211 views | JEROME-MARIO UTOMI | June 5, 2020
One glaring views that development experts and of course international community are strongly inclined onto is that any nation desirous of development in the 21st century must redouble its emphasis on education and investment in their youths as the future strength of a nation, depends on the young people. Their generation provides leaders.
At about the same time, the youths of Africa extraction and Nigeria, in particular, occupy the top striking diplomatic positions and development affairs mid fields at the world stage but are under attack at home by governments. It’s disheartening seeing these same youths of ours helplessly relegated to the background in the scheme of political and socioeconomic affairs of our nation. The youths by no fault of theirs are often made to watch the political and leadership affairs of our nation from the political gallery.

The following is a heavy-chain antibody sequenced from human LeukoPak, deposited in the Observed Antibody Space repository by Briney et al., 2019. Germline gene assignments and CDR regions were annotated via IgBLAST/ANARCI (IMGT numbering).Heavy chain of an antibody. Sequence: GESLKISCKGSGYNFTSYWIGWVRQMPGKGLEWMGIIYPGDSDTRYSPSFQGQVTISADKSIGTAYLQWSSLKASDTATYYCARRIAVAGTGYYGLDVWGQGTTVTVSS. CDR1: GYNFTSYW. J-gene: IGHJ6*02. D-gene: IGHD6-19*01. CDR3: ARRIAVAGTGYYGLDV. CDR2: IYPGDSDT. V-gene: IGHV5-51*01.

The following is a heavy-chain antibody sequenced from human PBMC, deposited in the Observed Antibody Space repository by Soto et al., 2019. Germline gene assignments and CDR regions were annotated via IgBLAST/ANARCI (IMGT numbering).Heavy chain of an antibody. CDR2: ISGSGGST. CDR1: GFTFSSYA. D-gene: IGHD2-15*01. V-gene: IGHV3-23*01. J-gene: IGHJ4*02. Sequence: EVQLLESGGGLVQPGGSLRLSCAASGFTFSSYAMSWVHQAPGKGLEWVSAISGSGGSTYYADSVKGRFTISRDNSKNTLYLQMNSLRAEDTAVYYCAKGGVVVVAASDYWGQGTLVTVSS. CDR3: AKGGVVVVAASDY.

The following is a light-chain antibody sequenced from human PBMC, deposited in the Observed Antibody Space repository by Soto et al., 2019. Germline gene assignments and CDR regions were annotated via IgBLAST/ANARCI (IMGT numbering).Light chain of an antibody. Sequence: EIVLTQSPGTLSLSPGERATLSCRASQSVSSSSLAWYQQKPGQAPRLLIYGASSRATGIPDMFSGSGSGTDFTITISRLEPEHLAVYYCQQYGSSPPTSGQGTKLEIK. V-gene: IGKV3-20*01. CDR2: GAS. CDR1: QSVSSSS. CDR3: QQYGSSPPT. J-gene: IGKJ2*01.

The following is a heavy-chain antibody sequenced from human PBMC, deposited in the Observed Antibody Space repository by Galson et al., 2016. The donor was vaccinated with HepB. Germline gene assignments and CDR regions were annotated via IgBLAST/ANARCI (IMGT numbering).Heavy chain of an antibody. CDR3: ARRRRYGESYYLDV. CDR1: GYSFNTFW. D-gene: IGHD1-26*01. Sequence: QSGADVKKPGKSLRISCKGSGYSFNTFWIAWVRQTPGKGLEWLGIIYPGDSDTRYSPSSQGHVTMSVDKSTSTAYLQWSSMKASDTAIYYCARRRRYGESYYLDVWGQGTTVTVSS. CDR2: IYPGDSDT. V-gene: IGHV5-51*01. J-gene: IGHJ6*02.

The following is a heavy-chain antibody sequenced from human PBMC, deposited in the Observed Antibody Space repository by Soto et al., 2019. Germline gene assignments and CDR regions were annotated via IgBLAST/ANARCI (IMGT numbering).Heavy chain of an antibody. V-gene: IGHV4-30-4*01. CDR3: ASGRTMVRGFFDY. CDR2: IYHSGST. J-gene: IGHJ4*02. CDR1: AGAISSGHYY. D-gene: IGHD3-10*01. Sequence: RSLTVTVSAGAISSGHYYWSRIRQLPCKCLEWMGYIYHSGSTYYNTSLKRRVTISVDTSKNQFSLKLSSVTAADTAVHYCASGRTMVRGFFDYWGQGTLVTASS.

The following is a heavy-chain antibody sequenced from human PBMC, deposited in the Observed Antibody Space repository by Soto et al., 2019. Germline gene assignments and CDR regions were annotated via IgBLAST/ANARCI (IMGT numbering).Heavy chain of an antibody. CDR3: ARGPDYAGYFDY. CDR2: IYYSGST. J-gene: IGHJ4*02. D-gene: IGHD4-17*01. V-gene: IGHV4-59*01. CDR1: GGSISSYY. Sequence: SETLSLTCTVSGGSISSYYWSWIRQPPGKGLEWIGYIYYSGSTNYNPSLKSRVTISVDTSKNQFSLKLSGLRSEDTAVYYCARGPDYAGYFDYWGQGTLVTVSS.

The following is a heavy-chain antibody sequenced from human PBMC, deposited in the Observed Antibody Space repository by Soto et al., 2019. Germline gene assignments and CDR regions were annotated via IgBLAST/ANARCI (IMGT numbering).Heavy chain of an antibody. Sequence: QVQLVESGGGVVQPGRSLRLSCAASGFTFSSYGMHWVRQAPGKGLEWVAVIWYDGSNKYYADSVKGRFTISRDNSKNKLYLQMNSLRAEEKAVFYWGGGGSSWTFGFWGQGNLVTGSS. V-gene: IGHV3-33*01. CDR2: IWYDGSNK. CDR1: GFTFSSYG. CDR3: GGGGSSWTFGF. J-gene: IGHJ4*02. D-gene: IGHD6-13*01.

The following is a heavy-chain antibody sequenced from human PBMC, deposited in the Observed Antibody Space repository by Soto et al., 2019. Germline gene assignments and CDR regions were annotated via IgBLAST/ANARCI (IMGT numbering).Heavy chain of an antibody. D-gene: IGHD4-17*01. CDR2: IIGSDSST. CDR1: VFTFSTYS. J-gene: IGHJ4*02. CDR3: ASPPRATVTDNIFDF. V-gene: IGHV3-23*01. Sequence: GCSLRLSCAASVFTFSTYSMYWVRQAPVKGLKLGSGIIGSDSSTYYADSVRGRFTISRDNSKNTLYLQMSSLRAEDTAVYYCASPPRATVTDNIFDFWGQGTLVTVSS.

This loop sided architecture of our political theatre and onslaught against the youths was never by accident but perfectly drawn by our past and current crops of leaders right from independence. Youths on their parts have visibly but ignorantly endorsed this underground plots through their actions and inactions.
The skewed ministerial appointment by President Muhammadu Buhari in 2015 and 2019 which visibly excluded the youths despite his promise in 2015 that he will work with the youths is a very good example that youth’s political highway remain slippery, rough, and riddled with potholes and hopelessness. It also made nonsense of the seemingly gains of the not-too-young-to run campaign embarked on by the youths on July 2017, which brought about the amendment of some sections of the Nations’ constitution to accommodate youths desirous of seeking political or elective positions.
There is another gimmick used against the youths.